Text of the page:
Plot: Captain John Sheridan, famous as the only human to have destroyed a Minbari ship in the war, is assigned to command Babylon 5, after Sinclair is sent to Minbar as an ambassador.
The commander of a Minbari war cruiser that went into self-exile rather than surrender in the war, the Trigati, arrives at Babylon 5. He's captured sort-of-threatening Delenn's chrysalis. As the Trigati arrives, he commits suicide to provoke a fight. Sheridan realizes the Trigati are trying to commit suicide by Starfury, and avoids attacking. A proper Minbari cruiser shows up and destroys the Trigati.
Lennier tells Sheridan that the Grey Council surrendered the war against humans (even though they were winning) after testing Sinclair and other humans and discovering they had MInbari souls; the Minbari believe that their souls reincarnate, but were reincarnating in humans. However, they chose to keep this secret; even from the warrior caste (leading to stuff like the Trigati).
In the C plot, Sheridan keeps trying and failing to give his "lucky" speech, complete with Lincoln quote, in the first 24 hours of taking command.
The Title Means: Sinclair has departed; Sheridan departs his old command; the Minbari reveal is a point of departure for the storytelling.
Comments: Bruce Boxleitner takes over the main role, which is a big help, becase I really didn't like Michael O'Hare's acting as Sinclair. It's hard to get a straight answer on the net about what happened there; wikipedia says it was "mututal and amicable"; JMS expressed concern about the character arc going to fast or the character being "bottled" into too narrow a role. But surely, surely it's because people weren't happy with his acting? (O'Hare was primarily a stage actor, which may have been an issue.)
As I mentioned before, Jerry Doyle's portrayal of Garibaldi also kept hitting false notes for me during season 1, but I peeked ahead to season 3 and he seems fine in that, so somewhere along the line he cleans it up; I don't know if it's sooner or later.
The episode introduces Warren, a Starfury pilot whose addition to the ensemble seems pretty lame (why does he hang out with the command staff in the bar?). At least he'll die soon enough, semi-heroically.
The writing in this episode is really wonky. A bunch of stuff seems screwily structured. None of it really hurts the episode--it may seem kind of nitpicky, and it may be possible to fanwank explanations for them--but the quantity of them makes me wonder if something went wrong in the writing process:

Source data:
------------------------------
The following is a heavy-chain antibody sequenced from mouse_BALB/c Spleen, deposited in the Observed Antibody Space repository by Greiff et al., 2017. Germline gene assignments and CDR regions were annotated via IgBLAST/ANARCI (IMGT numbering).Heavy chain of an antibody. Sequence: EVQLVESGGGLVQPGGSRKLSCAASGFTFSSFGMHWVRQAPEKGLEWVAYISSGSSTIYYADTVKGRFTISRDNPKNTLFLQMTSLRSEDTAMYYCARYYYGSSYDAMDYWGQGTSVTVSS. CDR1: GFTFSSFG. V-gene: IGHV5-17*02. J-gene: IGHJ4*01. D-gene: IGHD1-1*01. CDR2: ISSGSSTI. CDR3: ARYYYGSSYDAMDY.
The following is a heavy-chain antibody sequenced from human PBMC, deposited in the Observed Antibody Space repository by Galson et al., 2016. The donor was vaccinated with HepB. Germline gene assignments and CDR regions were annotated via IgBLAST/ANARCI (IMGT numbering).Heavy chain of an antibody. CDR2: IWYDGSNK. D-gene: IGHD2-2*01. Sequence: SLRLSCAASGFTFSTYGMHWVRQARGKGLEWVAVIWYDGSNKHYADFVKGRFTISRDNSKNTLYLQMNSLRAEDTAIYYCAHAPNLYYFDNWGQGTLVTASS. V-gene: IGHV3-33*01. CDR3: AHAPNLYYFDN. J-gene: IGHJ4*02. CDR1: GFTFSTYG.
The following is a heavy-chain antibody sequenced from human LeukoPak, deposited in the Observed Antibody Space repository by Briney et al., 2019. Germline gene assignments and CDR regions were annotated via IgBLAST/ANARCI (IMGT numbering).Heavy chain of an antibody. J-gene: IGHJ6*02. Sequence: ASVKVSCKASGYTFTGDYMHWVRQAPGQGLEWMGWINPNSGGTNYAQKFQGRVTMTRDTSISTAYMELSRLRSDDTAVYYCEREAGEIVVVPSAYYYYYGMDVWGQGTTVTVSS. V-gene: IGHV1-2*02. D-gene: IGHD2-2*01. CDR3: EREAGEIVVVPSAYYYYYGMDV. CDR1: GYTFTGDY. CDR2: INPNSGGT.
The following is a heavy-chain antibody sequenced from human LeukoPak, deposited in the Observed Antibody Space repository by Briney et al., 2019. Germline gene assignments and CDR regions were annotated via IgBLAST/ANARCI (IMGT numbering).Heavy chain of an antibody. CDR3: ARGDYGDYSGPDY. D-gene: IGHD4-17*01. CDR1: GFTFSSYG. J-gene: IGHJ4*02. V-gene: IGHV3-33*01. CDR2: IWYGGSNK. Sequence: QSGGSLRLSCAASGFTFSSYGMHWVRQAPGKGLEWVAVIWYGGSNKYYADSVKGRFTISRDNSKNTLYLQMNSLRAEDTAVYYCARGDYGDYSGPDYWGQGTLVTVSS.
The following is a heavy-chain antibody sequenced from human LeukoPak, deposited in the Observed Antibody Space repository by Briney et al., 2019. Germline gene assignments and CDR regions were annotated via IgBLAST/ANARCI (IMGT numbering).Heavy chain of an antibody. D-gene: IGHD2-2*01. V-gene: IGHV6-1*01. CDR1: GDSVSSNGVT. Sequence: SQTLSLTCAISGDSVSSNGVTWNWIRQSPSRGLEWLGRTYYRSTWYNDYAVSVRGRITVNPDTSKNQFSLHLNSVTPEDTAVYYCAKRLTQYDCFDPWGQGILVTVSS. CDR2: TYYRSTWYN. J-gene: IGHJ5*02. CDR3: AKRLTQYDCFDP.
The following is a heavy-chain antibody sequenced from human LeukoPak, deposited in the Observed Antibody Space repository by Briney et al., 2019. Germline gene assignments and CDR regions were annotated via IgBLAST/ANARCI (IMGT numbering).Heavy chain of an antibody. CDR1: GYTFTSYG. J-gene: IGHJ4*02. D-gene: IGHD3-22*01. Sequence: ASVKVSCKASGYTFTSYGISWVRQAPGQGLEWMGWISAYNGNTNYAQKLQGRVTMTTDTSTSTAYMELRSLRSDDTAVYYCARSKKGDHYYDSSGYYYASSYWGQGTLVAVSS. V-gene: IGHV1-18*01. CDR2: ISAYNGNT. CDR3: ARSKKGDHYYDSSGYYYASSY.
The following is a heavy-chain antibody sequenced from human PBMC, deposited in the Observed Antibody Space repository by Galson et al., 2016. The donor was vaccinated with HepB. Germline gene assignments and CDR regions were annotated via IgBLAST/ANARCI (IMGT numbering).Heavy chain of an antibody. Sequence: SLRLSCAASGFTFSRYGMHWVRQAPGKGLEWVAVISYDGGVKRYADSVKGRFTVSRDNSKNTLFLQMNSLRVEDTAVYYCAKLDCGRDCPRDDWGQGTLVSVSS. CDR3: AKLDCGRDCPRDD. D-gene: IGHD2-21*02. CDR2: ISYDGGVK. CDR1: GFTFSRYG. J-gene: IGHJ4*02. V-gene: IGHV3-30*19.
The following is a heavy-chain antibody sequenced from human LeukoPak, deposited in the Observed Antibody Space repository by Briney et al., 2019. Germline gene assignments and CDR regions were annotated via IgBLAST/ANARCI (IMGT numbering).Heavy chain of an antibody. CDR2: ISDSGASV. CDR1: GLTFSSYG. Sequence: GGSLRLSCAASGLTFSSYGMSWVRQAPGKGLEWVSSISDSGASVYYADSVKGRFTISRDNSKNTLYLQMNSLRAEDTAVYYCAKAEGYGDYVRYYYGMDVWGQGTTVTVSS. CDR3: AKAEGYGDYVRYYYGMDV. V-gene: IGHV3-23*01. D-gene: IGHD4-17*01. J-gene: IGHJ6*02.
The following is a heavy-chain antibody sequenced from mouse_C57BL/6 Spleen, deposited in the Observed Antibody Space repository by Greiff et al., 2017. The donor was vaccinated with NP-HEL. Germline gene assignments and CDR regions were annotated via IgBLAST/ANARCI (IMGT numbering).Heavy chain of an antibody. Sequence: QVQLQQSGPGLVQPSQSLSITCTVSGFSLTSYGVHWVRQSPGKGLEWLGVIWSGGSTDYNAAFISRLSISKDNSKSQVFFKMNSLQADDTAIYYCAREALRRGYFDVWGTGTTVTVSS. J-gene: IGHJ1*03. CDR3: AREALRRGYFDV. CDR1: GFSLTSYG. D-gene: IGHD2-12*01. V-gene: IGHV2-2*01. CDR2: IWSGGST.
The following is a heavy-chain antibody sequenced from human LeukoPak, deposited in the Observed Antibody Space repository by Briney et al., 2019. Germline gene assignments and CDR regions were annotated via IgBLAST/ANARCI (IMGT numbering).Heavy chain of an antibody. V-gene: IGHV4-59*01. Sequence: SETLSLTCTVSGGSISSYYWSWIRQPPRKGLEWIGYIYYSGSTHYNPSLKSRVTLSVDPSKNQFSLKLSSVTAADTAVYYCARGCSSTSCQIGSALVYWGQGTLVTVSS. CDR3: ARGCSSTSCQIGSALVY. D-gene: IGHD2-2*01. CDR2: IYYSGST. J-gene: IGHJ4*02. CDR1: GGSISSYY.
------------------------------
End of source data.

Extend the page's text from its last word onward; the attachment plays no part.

- The way Sheridan is told about his new command is interleaved with telling him about the Trigati in a weird, nonsensical way: the General tells him that he wants him in the area because of his history with the Minbari. Oh, but actually, the reason Sheridan should be in the area is to command Babylon 5 on orders direct from the President. So it has nothing to do with the General wanting him in on the search for the Trigati.
- Sheridan never personally coordinates with the other Minbari cruiser as commanded; they never contact him, just show up at the end.
- Sheridan is warned about the Trigati at the beginning, then later mentions that they never knew if it was the Trigati for sure, keeps the warning secret from Ivanova but mentions it in front of her... there's just something weird about how all that info is presented.
- Sheridan says he was the late President's choice to replace Sinclair. But Santiago was very pro-alien; why would he have wanted such a provactive choice?
- And Sinclair was only chosen because the Minbari had veto right over the selection of commander, a right they gained by helping to finance B5. Did those rights run out? Or is the Earth Alliance just blowing them off? The Minbari "protested", but if they'd made a significant financial contribution that seems pretty lame.
- Hedronn (the Grey Council member) tells Lennier to infodump Sheridan if the Trigati shows up. When they capture Kalain (before the Trigati shows up), they talk to Hedronn who admits Kalain is head of the Trigati. But Hedronn doesn't explain the other stuff, he just leaves it to Lennier to do it in the very next scene.
- The new second-in-command on the Trigati tells Sheridan 'you have illegally captured and detained the captain of this vessel'. Sheridan explains that Kalain assaulted someone, and the second replies "None of your people were killed; no Minbari was killed; you have not been harmed". Setting aside the fact that she just wants to ignore crimes other than killing, how are we the audience supposed to think she knows any of this? At best, the plan was for him to hurt nobody and get arrested, and she assumes this is what happened and says so. Ok, fine. But why does Sheridan not wonder at these claims of hers? From his POV, how could she possibly know those things? Yes, in the heat of the moment, he might not think of it, blah blah, but no, I don't buy it.
- Kalain's suicide doesn't actually make any motivating sense. It would make sense for the Trigati to use it as an excuse to attack Babylon 5, but they attack anyway--and besides, they don't actually attack, they want to get B5 to attack them. How could Kalain's suicide do that? (And how is Kalain's suicide honorable, if that is their end goal?)
- Sheridan's lucky speech that he always gives seems a bit overly customized to B5, and not so widely applicable to be a "lucky speech" he always gives.
The music from the first season kind of bugged me because so much of it was synthesizers pretending to be orchestral instruments. This season they break out a lot more actual orchestral instruments: much better.